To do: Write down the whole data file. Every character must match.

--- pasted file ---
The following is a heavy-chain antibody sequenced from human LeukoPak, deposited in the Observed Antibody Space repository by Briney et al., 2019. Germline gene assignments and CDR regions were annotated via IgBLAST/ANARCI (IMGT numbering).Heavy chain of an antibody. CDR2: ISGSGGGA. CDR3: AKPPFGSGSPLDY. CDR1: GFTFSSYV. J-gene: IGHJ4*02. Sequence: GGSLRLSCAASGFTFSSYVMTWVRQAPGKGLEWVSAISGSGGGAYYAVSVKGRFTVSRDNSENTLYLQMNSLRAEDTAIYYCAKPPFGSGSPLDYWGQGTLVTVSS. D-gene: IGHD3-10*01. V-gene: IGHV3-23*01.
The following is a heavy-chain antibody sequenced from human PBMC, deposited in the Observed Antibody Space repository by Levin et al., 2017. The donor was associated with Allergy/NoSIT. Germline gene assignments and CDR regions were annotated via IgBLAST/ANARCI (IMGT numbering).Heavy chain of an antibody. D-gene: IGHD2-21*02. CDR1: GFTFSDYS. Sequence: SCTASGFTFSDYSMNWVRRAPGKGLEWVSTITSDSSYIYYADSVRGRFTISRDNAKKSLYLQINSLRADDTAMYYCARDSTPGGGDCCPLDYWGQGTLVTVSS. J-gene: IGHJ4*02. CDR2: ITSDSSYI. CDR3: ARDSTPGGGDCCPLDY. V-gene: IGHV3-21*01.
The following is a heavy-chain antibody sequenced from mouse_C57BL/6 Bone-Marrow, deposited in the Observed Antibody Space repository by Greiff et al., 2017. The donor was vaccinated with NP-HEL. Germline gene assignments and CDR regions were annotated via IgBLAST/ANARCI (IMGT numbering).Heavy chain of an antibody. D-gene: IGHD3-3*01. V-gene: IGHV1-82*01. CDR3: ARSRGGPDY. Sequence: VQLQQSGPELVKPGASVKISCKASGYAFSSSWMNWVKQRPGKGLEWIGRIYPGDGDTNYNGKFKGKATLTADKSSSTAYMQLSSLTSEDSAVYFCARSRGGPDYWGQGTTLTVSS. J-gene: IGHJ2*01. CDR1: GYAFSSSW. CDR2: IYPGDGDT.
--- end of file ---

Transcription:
The following is a heavy-chain antibody sequenced from human LeukoPak, deposited in the Observed Antibody Space repository by Briney et al., 2019. Germline gene assignments and CDR regions were annotated via IgBLAST/ANARCI (IMGT numbering).Heavy chain of an antibody. CDR2: ISGSGGGA. CDR3: AKPPFGSGSPLDY. CDR1: GFTFSSYV. J-gene: IGHJ4*02. Sequence: GGSLRLSCAASGFTFSSYVMTWVRQAPGKGLEWVSAISGSGGGAYYAVSVKGRFTVSRDNSENTLYLQMNSLRAEDTAIYYCAKPPFGSGSPLDYWGQGTLVTVSS. D-gene: IGHD3-10*01. V-gene: IGHV3-23*01.
The following is a heavy-chain antibody sequenced from human PBMC, deposited in the Observed Antibody Space repository by Levin et al., 2017. The donor was associated with Allergy/NoSIT. Germline gene assignments and CDR regions were annotated via IgBLAST/ANARCI (IMGT numbering).Heavy chain of an antibody. D-gene: IGHD2-21*02. CDR1: GFTFSDYS. Sequence: SCTASGFTFSDYSMNWVRRAPGKGLEWVSTITSDSSYIYYADSVRGRFTISRDNAKKSLYLQINSLRADDTAMYYCARDSTPGGGDCCPLDYWGQGTLVTVSS. J-gene: IGHJ4*02. CDR2: ITSDSSYI. CDR3: ARDSTPGGGDCCPLDY. V-gene: IGHV3-21*01.
The following is a heavy-chain antibody sequenced from mouse_C57BL/6 Bone-Marrow, deposited in the Observed Antibody Space repository by Greiff et al., 2017. The donor was vaccinated with NP-HEL. Germline gene assignments and CDR regions were annotated via IgBLAST/ANARCI (IMGT numbering).Heavy chain of an antibody. D-gene: IGHD3-3*01. V-gene: IGHV1-82*01. CDR3: ARSRGGPDY. Sequence: VQLQQSGPELVKPGASVKISCKASGYAFSSSWMNWVKQRPGKGLEWIGRIYPGDGDTNYNGKFKGKATLTADKSSSTAYMQLSSLTSEDSAVYFCARSRGGPDYWGQGTTLTVSS. J-gene: IGHJ2*01. CDR1: GYAFSSSW. CDR2: IYPGDGDT.